As Supervisor, Sandoval passed a consular identification ordinance in San Francisco. The ordinance requires that City employees (including police officers, airport workers, and health care workers) accept as identification the ID cards issued by foreign consulates if the cards have sufficient safeguards against fraudulent duplication and are accepted by the foreign government for entry into their national territory. This landmark legislation has been duplicated in many major US cities including Los Angeles, New York and Chicago. Most major US banks also accept the identification cards. The cards are used by individuals traveling temporarily in the US such as Mexican truck drivers who are allowed under the North American Free Trade Agreement (NAFTA) to enter the US. The cards also allow individuals to open bank accounts and otherwise access commonly available financial services. The ordinance has been criticized by opponents as allowing undocumented workers to more easily live in the US. Supporters of the ordinance have argued that such legislation by local governments is necessary to fill the vacuum in policy left due to inaction from federal and state governments.
Shortly after his election, Sandoval made statements that were criticized as anti-Semitic, and Sandoval apologized at a press conference, saying "It was an unfortunate example and I apologize for it... I want to thank everyone for bringing this to my attention. As a Latino, a Mexican-American, I am sensitive to discrimination."The criticized statements were made when Sandoval spoke out against an $80 million legal settlement that the City of San Francisco was paying to its biggest corporations. At a community meeting, Sandoval stated that the issue was not a legal one but a political one. Sandoval articulated an argument that San Franciscans should leave no stone unturned in trying to fight back, stating people should protest at "corporate headquarters, at the homes of CEOs, and their birthdays, weddings, bar mitzvahs or wherever" as the lawsuit would take money away from underserved segments of the population.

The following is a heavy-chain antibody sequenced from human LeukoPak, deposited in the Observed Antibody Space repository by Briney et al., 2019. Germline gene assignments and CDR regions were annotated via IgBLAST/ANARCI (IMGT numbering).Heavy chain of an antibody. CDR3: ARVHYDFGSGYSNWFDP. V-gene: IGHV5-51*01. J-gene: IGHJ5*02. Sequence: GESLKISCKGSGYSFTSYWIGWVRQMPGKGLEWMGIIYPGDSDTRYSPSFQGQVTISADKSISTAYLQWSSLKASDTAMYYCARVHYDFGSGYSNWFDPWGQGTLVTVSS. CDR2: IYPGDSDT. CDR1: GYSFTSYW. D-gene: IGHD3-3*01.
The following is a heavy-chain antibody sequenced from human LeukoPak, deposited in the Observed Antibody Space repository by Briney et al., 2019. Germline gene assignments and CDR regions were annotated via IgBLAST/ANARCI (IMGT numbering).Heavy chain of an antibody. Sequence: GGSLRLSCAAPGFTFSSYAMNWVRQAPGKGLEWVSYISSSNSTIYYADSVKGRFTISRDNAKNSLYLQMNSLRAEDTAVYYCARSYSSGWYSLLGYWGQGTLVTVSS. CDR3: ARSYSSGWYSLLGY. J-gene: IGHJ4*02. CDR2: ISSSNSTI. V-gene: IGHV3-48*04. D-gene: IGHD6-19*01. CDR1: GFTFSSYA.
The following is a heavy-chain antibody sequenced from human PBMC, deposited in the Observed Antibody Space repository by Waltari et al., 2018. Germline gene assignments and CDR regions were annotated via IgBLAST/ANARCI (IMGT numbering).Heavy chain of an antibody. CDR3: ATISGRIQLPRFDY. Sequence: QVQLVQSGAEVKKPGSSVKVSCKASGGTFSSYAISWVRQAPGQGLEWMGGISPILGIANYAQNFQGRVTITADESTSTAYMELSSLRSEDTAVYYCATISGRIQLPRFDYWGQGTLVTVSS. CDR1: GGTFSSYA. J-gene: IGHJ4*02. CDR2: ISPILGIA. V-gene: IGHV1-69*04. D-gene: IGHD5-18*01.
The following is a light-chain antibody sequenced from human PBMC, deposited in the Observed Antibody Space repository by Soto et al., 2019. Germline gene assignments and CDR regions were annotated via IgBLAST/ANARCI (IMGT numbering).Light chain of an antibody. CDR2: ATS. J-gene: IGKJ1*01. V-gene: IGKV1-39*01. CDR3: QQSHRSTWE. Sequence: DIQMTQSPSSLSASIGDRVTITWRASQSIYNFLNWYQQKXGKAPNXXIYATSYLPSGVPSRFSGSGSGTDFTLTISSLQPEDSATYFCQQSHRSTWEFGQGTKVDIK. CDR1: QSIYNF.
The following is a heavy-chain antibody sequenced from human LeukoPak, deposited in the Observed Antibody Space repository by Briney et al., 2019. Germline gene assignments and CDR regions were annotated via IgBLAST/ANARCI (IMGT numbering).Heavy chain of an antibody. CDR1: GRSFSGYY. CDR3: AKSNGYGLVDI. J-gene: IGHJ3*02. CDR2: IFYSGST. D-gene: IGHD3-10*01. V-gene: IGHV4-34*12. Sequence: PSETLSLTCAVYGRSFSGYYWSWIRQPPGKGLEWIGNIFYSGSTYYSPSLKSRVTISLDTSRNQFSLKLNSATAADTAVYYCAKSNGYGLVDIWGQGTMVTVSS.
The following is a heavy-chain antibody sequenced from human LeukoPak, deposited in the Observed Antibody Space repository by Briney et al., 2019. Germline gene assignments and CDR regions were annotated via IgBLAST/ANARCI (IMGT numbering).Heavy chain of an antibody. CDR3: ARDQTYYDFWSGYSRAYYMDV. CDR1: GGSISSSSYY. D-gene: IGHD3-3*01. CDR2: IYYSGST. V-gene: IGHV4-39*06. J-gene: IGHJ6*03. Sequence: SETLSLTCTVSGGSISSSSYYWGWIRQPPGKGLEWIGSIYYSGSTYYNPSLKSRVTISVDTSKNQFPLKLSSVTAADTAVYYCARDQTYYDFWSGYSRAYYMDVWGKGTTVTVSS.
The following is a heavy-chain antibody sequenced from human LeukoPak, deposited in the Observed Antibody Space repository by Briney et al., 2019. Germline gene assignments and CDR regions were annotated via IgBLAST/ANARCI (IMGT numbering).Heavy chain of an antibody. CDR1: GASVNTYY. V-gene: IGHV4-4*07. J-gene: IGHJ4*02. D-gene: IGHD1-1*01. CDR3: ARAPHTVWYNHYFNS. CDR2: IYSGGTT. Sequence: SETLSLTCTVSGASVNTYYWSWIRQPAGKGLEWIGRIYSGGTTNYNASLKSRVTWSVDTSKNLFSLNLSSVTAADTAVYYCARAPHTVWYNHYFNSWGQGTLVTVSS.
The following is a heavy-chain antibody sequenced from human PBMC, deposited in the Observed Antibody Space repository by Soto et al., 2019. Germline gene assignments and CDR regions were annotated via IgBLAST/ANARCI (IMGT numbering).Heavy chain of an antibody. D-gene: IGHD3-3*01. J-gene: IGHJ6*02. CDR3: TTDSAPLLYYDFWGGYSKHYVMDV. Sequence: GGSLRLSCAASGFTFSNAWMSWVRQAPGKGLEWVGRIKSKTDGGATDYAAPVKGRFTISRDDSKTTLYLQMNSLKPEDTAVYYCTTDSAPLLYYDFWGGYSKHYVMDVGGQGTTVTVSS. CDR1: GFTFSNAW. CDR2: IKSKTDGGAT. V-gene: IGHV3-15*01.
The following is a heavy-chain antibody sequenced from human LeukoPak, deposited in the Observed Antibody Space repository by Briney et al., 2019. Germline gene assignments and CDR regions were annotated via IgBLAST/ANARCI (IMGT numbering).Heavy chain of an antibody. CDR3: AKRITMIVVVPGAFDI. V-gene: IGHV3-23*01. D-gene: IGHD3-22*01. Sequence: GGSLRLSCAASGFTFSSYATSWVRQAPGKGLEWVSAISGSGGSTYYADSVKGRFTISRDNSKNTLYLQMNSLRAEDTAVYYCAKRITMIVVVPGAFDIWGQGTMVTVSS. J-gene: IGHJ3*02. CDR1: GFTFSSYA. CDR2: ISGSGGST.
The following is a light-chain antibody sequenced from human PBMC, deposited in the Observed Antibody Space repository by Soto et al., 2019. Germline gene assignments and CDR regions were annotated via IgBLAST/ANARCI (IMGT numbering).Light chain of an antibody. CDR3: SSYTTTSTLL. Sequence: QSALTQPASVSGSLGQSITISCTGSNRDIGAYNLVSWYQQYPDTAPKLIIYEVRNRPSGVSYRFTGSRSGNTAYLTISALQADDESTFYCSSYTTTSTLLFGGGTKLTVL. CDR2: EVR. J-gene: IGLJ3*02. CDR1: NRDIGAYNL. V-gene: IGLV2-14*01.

In an interview on Hannity & Colmes, San Francisco Supervisor Sandoval said that "I don't think we should have a military."He then claimed that local police and firefighters should be responsible for national defense. Sandoval also stated in the same interview, "we should invest our money in our kids." This video can be found on YouTube.
In a February 20 op-ed for the San Francisco Chronicle , he defended his remarks by stating that his own views are in line with a municipal resident current which runs against further military involvement in city life.
Sandoval introduced a resolution "condemning the defamatory language used by talk radio host Michael Savage" after Savage criticized undocumented immigrant protesters who were fasting in support of the controversial DREAM Act, which would give qualifying undocumented immigrants a path to US citizenship as well as enable them to receive tax payer funded in-state college tuition.While the original 9-1 vote on August 14, 2007 failed to receive the required unanimous vote, the Board’s second attempt on October 2, 2007 passed after the one dissenting supervisor had been suspended from the Board by the Mayor.